Research Handbook on Climate Change, Migration and the Law

Benoit Mayer and Françrois Crépeau, eds., Research Handbook on Climate Change, Migration and the Law (Cheltenham, UK: Edward Elgar, October 2017)

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Concerns have arisen in recent decades about the impact of climate change on human mobility. Many people affected by climate change are forced or otherwise decide to migrate within or across international borders. Despite its clear importance, many questions remain open regarding the nature of the climate-migration nexus and its implications for laws and institutions. In the face of such uncertainty, this Research Handbook offers a comprehensive picture of laws and institutions relevant to climate migration and the multiple, often contradictory perspectives on the topic.

Carefully edited chapters by leading scholars in the field provide a cross section of the various debates on what laws do, can do and should do in relation to the impacts of climate change on migration. A first part analyses the relations between climate change and migration. A second part explores how existing laws and institutions address the climate-migration nexus. In the final part, the chapters discuss possible ways forward.

This timely Research Handbook provides much-needed insight into this complex issue for graduate and post-graduate students in climate change or migration law. It will also appeal to students and scholars in political science, international relations, environmental studies and migration studies, as well as policymakers and advocates.

Critical acclaims

‘The breadth and depth this book brings to the legal issues surrounding climate-related displacement and migration are simply unmatched. The contributors explain the conceptual difficulties in identifying ”climate migrants,” analyze the weaknesses in the current legal and institutional framework, identify gaps, and propose innovative solutions. The volume should be read by everyone interested in the topic, from those learning about it for the first time to policymakers trying to address one of the most difficult challenges climate change poses.’

John H. Knox, UN Special Rapporteur on Human Rights and the Environment and Wake Forest University, School of Law, US

‘While many publications on the climate change-migration nexus present a specific and oftentimes narrow approach to this topic, Mayer and Crépeau succeed in bringing together a wealth of different and sometimes contradicting perspectives. The Research Handbook is a comprehensive and thought-provoking collection of high-quality contributions and thus essential reading for everyone interested in the current state of art in a field that addresses one of the biggest challenges of the 21st century.’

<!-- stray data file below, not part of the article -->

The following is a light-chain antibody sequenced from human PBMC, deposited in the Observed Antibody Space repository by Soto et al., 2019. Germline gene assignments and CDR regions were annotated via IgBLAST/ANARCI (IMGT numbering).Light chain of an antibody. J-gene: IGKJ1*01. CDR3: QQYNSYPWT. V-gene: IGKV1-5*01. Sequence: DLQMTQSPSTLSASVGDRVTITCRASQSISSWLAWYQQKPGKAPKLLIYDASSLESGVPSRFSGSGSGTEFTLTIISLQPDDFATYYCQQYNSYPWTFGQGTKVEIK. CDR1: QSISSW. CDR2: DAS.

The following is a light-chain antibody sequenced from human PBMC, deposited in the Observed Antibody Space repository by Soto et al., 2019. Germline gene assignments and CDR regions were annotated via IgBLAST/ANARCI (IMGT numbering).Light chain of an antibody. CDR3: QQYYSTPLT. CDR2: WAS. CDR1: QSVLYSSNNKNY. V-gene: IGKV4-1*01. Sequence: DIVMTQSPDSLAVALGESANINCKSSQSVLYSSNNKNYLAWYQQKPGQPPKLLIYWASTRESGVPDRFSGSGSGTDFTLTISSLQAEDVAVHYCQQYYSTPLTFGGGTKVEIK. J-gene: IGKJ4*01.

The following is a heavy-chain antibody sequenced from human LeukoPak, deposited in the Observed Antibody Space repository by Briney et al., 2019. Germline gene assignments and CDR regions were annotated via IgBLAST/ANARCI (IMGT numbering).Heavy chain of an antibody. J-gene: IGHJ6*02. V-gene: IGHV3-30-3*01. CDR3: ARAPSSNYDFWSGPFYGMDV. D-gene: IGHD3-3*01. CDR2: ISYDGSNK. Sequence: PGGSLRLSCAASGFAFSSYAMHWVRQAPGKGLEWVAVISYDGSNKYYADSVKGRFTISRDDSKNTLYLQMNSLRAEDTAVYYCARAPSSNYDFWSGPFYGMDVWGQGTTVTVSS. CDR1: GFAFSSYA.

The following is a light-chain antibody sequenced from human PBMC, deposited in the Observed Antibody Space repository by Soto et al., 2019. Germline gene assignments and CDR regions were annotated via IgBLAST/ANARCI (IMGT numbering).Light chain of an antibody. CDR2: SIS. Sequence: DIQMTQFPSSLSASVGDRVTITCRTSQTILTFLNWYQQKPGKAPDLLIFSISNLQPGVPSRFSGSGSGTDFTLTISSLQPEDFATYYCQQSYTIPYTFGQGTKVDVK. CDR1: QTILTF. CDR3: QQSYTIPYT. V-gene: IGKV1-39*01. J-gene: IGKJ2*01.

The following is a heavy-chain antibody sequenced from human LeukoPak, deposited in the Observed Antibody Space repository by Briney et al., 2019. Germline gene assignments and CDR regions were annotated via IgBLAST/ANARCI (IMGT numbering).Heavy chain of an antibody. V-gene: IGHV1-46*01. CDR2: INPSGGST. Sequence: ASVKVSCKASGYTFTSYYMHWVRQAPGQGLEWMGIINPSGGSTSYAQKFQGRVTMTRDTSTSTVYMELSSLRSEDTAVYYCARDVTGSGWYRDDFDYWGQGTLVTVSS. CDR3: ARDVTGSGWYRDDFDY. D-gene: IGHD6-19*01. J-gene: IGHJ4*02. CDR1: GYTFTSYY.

Walter Kälin, University of Bern, Germany


  1. Benoit Mayer & François Crépeau: Introduction
  2. Robert McLeman: Climate-related migration and its linkages to vulnerability, adaptation, and socio-economic inequality: evidence from recent examples
  3. Calum TM Nicholson: “Climate-induced Migration”:  ways forward in the face of an intrinsically equivocal concept
  4. Carol Farbotko: Representation and misrepresentation of climate migrants
  5. Christel Cournil: The inadequacy of international refugee law in response to environmental migration
  6. Elizabeth Ferris: The relevance of the Guiding Principles on Internal Displacement for the climate change-migration nexus
  7. Siobhan McInerney-Lankford: Climate Change, Human Rights and Migration: A Legal Analysis of Challenges and Opportunities
  8. Ademola Oluborode Jegede: Indigenous peoples, climate migration and international human rights law in Africa, with reflections on the relevance of the Kampala Convention
  9. Maxine Burkett: International Climate Change Law Perspectives
  10. Sébastien Jodoin, Kathryn Hansen & Caylee Hong: Displacement Due to Responses to Climate Change: The Role of a Rights-Based Approach
  11. Benoit Mayer: Climate change, migration and the law of State responsibility
  12. Erika Pires Ramos & Fernanda de Salles Cavedon-Capdeville: Regional responses to climate change and migration in Latin America
  13. Gervais Appave, Alice Sironi, Mariam Traore Chazalnoël, Dina Ionesco & Daria Mokhnacheva: Organizational Perspectives: IOM’s role and perspectives on Climate Change, Migration and the Law
  14. Sophia Kagan, Meredith Byrne & Michelle Leighton: Organizational Perspective from the International Labour Organization
  15. Alex Randall: Engaging the media on climate-linked migration
  16. Katrina M. Wyman: Ethical Duties to Climate Migrants
  17. Chloé Anne Vlassopoulos: When climate-induced migration meets loss and damage: A weakening agenda-setting process?
  18. François Gemenne: The Refugees of the Anthropocene
  19. Frank Biermann & Ingrid Boas: Towards a Global Governance System to Protect Climate Migrants: Taking Stock
  20. Ilona Millar & Kylie Wilson: Towards a Climate Change Displacement Facility
  21. Susan F. Martin: Towards an extension of complementary protection?
  22. James C. Hathaway: Afterword


  • By Melina Duarte, in (2019) 10(2) Journal of Human Rights and the Environment 243-248: “in many ways, an outstanding book. In a collection of 20 chapters, authored by experts from different fields and geographical backgrounds, the book compiles the most recent perspectives on the debate surrounding the development of legal protection to climate-induced migrants.”
  • By Lyonette Louis-Jacques, in (2018) 46(2) International Journal of Legal Information 124-127: “read cover to cover, the reader can see the connectedness of the chapters, the different approaches to tackling similar issues, and the challenges for policy- and lawmakers.”